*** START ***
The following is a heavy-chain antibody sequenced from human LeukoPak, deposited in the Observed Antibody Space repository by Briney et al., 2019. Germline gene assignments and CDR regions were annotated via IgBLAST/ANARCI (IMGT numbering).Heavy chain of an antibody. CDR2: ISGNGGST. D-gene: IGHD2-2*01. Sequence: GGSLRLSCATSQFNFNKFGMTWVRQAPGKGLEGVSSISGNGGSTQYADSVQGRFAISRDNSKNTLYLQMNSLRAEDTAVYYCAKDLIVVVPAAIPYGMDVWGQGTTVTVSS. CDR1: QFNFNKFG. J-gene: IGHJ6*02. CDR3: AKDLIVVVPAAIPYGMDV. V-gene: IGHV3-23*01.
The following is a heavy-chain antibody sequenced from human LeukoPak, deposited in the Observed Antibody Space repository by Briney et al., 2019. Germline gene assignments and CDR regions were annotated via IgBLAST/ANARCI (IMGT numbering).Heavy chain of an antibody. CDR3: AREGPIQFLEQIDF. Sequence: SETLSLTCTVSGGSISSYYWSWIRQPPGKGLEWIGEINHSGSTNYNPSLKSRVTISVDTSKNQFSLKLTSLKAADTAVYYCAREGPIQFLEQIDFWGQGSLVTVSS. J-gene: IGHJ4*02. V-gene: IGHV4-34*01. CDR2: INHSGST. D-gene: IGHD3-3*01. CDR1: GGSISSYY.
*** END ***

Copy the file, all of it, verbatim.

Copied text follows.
The following is a heavy-chain antibody sequenced from human LeukoPak, deposited in the Observed Antibody Space repository by Briney et al., 2019. Germline gene assignments and CDR regions were annotated via IgBLAST/ANARCI (IMGT numbering).Heavy chain of an antibody. CDR2: ISGNGGST. D-gene: IGHD2-2*01. Sequence: GGSLRLSCATSQFNFNKFGMTWVRQAPGKGLEGVSSISGNGGSTQYADSVQGRFAISRDNSKNTLYLQMNSLRAEDTAVYYCAKDLIVVVPAAIPYGMDVWGQGTTVTVSS. CDR1: QFNFNKFG. J-gene: IGHJ6*02. CDR3: AKDLIVVVPAAIPYGMDV. V-gene: IGHV3-23*01.
The following is a heavy-chain antibody sequenced from human LeukoPak, deposited in the Observed Antibody Space repository by Briney et al., 2019. Germline gene assignments and CDR regions were annotated via IgBLAST/ANARCI (IMGT numbering).Heavy chain of an antibody. CDR3: AREGPIQFLEQIDF. Sequence: SETLSLTCTVSGGSISSYYWSWIRQPPGKGLEWIGEINHSGSTNYNPSLKSRVTISVDTSKNQFSLKLTSLKAADTAVYYCAREGPIQFLEQIDFWGQGSLVTVSS. J-gene: IGHJ4*02. V-gene: IGHV4-34*01. CDR2: INHSGST. D-gene: IGHD3-3*01. CDR1: GGSISSYY.